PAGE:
If you were here last Monday, then you’ve already read Part One of this story. If not, check out Holding On.
Here’s Part Two:
“You’re gonna have to write about this, aren’t you?” she asked.
I nodded and said, “I’m afraid so.”
She looked down and toed the concrete. A faint smile crossed her mouth. “Awesome,” she whispered.
And it was awesome. The sort of story that I like to tell, part II of what will hopefully be a trilogy, complete with a “happily ever after” at the end.
Last May I wrote a post about her, her boyfriend, and their impending and involuntary separation. The college year was over and she was heading home to Utah, leaving both her love and her desire here. Her boyfriend lived and worked about three miles from campus.
Neither had ever believed in love at first sight. Not that they were jaded, mind you. Just practical. It takes time to fall in love. Time and effort and more than a little doubt. At least in their experience.
But experience isn’t always the best teacher, especially when it comes to matters of the heart. Love is a power unto itself. It cannot be bottled for study or manipulated for experimentation. It simply washes over you and leaves you breathless.
Which is what happened to them.
The problem with that sort of thing is that it temporarily suspends all rational thought concerning some of the bigger issues. The fact that she was basically a visitor here and he was a permanent resident didn’t cross their minds until a few weeks before the school year ended. Which is when she approached me with this question:
Could their love survive the distance that would be between them?
I answered yes. Of course. Because love is all-powerful. The force that moves both world and man. Love conquers all.
That’s what I said then. And this is what I can say now—I didn’t really believe those words at the time. Not in general of course, but for them specifically. Because as powerful and conquering as love is, it is also an exceedingly fragile thing. Especially when you’re barely out of your teens.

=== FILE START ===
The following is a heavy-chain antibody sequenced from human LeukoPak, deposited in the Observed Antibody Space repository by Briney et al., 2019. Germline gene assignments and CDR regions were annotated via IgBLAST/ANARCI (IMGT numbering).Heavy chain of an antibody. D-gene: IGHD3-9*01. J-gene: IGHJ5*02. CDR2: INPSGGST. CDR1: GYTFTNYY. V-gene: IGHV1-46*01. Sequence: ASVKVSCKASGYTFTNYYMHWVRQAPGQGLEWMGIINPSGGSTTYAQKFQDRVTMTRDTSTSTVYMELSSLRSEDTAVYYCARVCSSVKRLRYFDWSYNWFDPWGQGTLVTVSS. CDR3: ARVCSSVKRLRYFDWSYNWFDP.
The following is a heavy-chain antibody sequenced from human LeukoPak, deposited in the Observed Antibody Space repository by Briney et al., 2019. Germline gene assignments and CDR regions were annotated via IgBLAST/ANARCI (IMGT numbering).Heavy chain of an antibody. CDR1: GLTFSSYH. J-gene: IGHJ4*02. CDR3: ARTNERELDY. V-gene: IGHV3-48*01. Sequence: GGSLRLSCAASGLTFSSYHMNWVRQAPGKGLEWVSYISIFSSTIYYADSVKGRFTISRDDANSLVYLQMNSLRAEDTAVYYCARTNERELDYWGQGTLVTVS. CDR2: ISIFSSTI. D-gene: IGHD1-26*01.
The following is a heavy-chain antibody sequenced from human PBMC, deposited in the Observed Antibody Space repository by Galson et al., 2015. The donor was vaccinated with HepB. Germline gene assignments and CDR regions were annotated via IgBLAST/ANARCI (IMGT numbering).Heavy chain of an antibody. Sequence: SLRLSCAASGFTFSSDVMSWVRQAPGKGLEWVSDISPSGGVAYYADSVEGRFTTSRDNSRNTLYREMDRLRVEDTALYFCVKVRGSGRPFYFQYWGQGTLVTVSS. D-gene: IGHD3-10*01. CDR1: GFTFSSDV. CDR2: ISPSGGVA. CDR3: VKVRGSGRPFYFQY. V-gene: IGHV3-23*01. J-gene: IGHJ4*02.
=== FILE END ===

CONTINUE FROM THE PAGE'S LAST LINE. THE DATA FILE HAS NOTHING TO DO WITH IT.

So yes, I had my doubts. But I hid them as any good person should. After all, the general theory still holds—despite it all, love truly can hang on.
When I saw her this afternoon for the first time in four months, she was smiling. A good sign. And I noticed that she still wore her boyfriend’s class ring on her necklace. Another good sign. Yes, she said, they had made it through the summer. In fact, they made it with very little effort.
“So modern technology held you together?” I asked, remembering her prediction that emails and phone calls would never suffice.
“No,” she answered. “I mean yeah, sure. But no, too.”
I wrinkled my brow.
“We wanted to keep in touch,” she said. “I felt like I had to talk to him every day or I’d just go crazy. But honestly? I think if we had to go the whole summer without ever hearing from each other, we’d have been fine. I’d have come back here and we would have been just as much in love as before. Maybe more. Know what I mean?”
Yes. I did.
I knew husbands and wives who were at that moment separated by thousands of miles because one or both were serving our country. I had a friend who because of work was about to spend three months away from his family. And just mere months ago I attended the wedding of two people who had only seen one another four times in three years.
How can this happen? Beats me.
Is it any wonder why we have such a hard time describing and defining love? Faith seems easier—“the assurance of things hoped for and the conviction of things not seen.” Yes. That’s it exactly. And hope has been defined as faith holding its hand out in the dark. Perfect.
But love? You can’t define love. Love is simply one of those things that must be experienced instead of pondered. It can be expressed but not explained, bent but not broken, and tested but not found wanting.
Which is why it’s the most wonderful thing in the world.
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